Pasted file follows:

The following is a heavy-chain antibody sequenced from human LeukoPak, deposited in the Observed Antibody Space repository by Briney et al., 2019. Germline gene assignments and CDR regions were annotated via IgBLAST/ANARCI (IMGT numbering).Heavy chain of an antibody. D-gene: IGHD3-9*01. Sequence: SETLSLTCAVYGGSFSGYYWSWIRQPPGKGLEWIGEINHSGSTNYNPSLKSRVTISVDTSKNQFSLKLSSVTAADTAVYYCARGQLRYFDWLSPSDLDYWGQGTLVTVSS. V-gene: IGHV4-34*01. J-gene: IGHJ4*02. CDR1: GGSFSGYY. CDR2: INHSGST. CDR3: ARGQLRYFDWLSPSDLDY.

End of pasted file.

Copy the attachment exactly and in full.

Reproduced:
The following is a heavy-chain antibody sequenced from human LeukoPak, deposited in the Observed Antibody Space repository by Briney et al., 2019. Germline gene assignments and CDR regions were annotated via IgBLAST/ANARCI (IMGT numbering).Heavy chain of an antibody. D-gene: IGHD3-9*01. Sequence: SETLSLTCAVYGGSFSGYYWSWIRQPPGKGLEWIGEINHSGSTNYNPSLKSRVTISVDTSKNQFSLKLSSVTAADTAVYYCARGQLRYFDWLSPSDLDYWGQGTLVTVSS. V-gene: IGHV4-34*01. J-gene: IGHJ4*02. CDR1: GGSFSGYY. CDR2: INHSGST. CDR3: ARGQLRYFDWLSPSDLDY.